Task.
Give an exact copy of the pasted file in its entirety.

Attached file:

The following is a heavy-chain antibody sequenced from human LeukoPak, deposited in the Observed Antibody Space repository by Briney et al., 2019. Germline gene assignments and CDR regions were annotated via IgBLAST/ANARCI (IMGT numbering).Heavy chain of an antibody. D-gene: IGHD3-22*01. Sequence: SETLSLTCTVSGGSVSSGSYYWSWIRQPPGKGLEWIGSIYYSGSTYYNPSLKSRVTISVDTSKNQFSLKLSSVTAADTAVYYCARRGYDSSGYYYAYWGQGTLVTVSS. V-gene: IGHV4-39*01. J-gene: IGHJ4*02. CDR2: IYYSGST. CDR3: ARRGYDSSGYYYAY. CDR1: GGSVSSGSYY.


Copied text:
The following is a heavy-chain antibody sequenced from human LeukoPak, deposited in the Observed Antibody Space repository by Briney et al., 2019. Germline gene assignments and CDR regions were annotated via IgBLAST/ANARCI (IMGT numbering).Heavy chain of an antibody. D-gene: IGHD3-22*01. Sequence: SETLSLTCTVSGGSVSSGSYYWSWIRQPPGKGLEWIGSIYYSGSTYYNPSLKSRVTISVDTSKNQFSLKLSSVTAADTAVYYCARRGYDSSGYYYAYWGQGTLVTVSS. V-gene: IGHV4-39*01. J-gene: IGHJ4*02. CDR2: IYYSGST. CDR3: ARRGYDSSGYYYAY. CDR1: GGSVSSGSYY.